Well, for all his trouble, Gil ends up getting fired. You know, it’s so hard balancing work and family. So he retires to his dark room, the typical psycho’s hangout covered with baseball photos and with knives sticking out of the wall. It turns out that Gil’s place is also plagued with not just cockroaches, but two inch long giga-cockroaches that must have been flown in from the heart of the Amazon or something. He whips a knife at one and cleaves it cleanly in half. Woah, badass. Meanwhile, Bobby has begun a losing streak, which we are meant to believe is because he can’t wear his lucky number, 11. He wears a special jersey that says 11 under his real uniform number, 33. So he’s striking out left and right, and the fans are booing him, and the fact that the team paid $40 million for this guy is getting much attention. He corners Primo in the bathroom—where Gil just happens to be secretly hiding—and asks politely to switch numbers. Primo is not feeling it, and it soon comes to blows. Oh dear. Meanwhile, we’re halfway through our movie, and I certainly would have expected someone to be dead or seriously injured by now—especially after the vast list of potential victims the movie has set up [Primo, the stepdad, the boss, the client who callously blew off his sales appointment, Jason Pelligrino], but no, it’s all just been barely-suppressed rage. Hey, you know, I get enough of that in my daily life.

So Gil gets connected to Bobby via radio again, and Bobby makes an offhanded comment about how maybe Gil should talk to Primo. Gil just happens to have his tiny tape recorder on hand—this comes standard in the Psycho Stalker’s Starter Kit—and plays it over and over and over, as is recommended in the accompanying Psycho Stalker’s Handbook. We next join Primo in the old abandoned steam room, where he is soon visited by Gil. Primo is asked politely to think about the team and exchange numbers with Bobby, but finally reveals that he has had the number 11 branded onto his shoulder. Then the editing goes rather strange as we see Gil saying “Oh well” and leaving without incident, but start having flashes that he did NOT leave, and they had a fight. Here the music on the soundtrack goes into this alt-metal song, resulting in a shot of Gil lying in a corner, staring up at Primo, standing triumphantly over him in nothing but a towel, a somewhat sexually-suggestive position, as the song blares out “I WANNA FUCK YOU!” There you go, that ol’ Tony Scott poor taste, and this very song will make a notable reappearance later. Anyway, turns out that Gil got one of his big-ass knives in Primo’s leg by a main vein [but not THE main vein] and he is bleeding to death. He lies back and we see Gill brandishing the knife, looking at the branded number on his arm.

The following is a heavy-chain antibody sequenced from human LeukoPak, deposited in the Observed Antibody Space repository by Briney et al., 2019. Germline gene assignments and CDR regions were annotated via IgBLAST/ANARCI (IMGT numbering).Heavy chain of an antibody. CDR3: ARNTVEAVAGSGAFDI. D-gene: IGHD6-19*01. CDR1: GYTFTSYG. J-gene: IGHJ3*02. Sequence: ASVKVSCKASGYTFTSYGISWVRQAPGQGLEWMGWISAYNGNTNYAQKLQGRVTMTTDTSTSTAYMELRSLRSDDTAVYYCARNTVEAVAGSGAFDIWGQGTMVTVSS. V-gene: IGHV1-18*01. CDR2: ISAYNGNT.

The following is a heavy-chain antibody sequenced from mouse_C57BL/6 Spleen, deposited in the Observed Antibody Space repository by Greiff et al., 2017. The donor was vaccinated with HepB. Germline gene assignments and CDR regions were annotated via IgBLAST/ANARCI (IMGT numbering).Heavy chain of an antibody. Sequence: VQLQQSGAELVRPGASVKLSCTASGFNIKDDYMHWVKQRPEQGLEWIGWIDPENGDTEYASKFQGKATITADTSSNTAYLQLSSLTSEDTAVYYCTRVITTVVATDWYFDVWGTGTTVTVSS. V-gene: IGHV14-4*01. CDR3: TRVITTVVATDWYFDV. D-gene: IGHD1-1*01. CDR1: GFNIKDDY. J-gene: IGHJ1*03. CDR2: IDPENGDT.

Then whaddya know, Bobby starts hitting home runs again! But the fans aren’t pleased, and wave signs indicating they think Bobby killed Primo. Or had him killed. On a radio show, Gil hears Bobby saying he’s glad he’s hitting again, and feels that he is not sufficiently grateful to him for killing Primo. Uh-oh, I see where this is headed.

Then Gil is out spying on Bobby by his beach house when Bobby’s 10yo son, Sean, goes out swimming. He’s out too far for the nanny, then suddenly he’s bumped and pulled underwater. And at home I bolt up in my seat, saying “Shark attack? Is this the rare movie that’s going to plunk a random shark attack right in the middle?” I mean, it’s movies like this where you HOPE for a sudden, out-of-the-blue shark attack, but they happen all too rarely. Anyway, Gil runs down, springs into the surf and drags the boy out safely [all limbs still attached, unfortunately], and Bobby is there on shore all concerned. He throws a perfunctory apology Gil’s way then starts yelling at his son, and whatever struck him in the water is never again addressed. So WAS it supposed to be a shark attack, or what? We’ll never know. Anyway, Bobby invites Gil in, telling him to pick out some dry clothes. Gil goes into Bobby’s closet unattended and puts on his #11 uniform, hiding it under another shirt. He comes downstairs and they chat, Gil saying he’s not into baseball much at all. Bobby says at least he’s not one of those die-hard fans, because those people are LOSERS. He then says the one thing that really sets Gil off: That the only person to play for is yourself, and that it’s just a game and after a while he stopped caring. Uh-oh, someone said the wrong thing. In fact, someone said all three of the EXACT wrong things.